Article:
disabled people

The political party conference season is getting in full swing. Housing, the NHS, social care as well as Brexit are among issues prominent on the agendas at these annual political melting pots. But there's another one which deserves a higher level of attention and that impacts on hundreds of thousands of lives every day in the UK.
Working so closely with deaf children means I know full well that loneliness is a big issue to tackle. It knocks deaf children's confidence before they even start school, affects attainment throughout their education, and causes untold pain that persists later on in life.
The Speaker of the House of Commons ruled last week that male MPs need not wear a tie. There has been much fuss made in various newspapers about this. Many correspondents to letters pages seem to regard it as a lowering of standards.
I was woken on the morning of the Grenfell Tower fire by text alerts. My friends who lived there had escaped from their fifth
There are 13 million disabled people in the UK, and that means we should be aiming for 20% of the MPs sitting in the Commons identifying as disabled. However, it is a start and a small step in the right direction - our Parliament will be stronger for the diversity of voices elected today.
This election, let's come together to show the country that we refuse to be overlooked. To show those in power that our votes are precious and that they must work hard to win them, and in the long run, keep them. Our voices and our votes are more important than you think.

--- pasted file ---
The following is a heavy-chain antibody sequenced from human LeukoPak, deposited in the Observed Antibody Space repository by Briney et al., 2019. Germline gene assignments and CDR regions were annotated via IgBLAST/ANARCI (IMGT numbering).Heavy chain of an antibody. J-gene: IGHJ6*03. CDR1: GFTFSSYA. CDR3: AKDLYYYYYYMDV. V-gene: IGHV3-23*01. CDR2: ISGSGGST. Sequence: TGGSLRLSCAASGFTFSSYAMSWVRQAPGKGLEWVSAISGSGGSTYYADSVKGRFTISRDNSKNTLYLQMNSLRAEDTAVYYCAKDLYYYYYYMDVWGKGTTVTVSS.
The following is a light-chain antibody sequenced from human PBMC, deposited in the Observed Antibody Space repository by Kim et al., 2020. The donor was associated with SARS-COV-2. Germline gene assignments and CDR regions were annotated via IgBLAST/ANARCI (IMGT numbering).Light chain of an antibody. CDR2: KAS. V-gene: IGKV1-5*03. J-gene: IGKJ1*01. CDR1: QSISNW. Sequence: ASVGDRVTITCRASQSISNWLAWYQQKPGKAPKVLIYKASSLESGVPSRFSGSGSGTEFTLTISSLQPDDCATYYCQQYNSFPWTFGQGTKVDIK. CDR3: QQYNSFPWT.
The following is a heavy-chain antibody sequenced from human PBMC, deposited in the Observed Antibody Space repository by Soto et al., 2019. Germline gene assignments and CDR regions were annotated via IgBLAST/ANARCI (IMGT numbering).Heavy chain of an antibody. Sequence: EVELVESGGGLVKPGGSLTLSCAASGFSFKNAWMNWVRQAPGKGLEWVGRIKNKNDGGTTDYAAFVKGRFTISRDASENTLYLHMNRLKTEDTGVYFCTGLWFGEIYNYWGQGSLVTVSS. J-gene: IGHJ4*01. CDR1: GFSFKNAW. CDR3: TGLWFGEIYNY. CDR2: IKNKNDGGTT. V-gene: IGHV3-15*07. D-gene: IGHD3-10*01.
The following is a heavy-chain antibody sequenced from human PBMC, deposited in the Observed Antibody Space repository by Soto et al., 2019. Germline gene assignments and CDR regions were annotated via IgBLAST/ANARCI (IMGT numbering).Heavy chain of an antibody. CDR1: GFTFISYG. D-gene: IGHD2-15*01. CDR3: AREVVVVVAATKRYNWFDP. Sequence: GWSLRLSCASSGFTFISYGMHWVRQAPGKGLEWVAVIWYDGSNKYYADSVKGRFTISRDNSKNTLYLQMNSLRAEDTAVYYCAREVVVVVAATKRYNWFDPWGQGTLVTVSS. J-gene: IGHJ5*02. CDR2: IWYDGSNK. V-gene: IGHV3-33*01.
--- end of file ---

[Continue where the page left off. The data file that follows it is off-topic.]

I believe that identifying with the term 'disabled' is a personal choice. But it is important to recognise that there is no right way to be disabled. The disabled community is diverse, as are the lives of those within it.
I want that for everyone and that's why I campaign so hard for fully accessible toilets. A lot of other teams have followed Arsenal; Liverpool, Manchester United, Man City, Southampton, Leicester and West Ham all have Changing Places now. But 13 clubs in the Premier League still don't have a Changing Places and I don't think that's right.
The government has recognised that care is in crisis. The Budget has provided some more 'sticking plaster' emergency funding for care via local authorities. How that £2 billion will be distributed and used over the next three years remains to be seen.
By all means have a debate on whether we should raise more taxation from income or wealth, but let's do it as part of a debate about government finances. Enough of the dead cats and red herrings! It's time for a new vision for better care and support.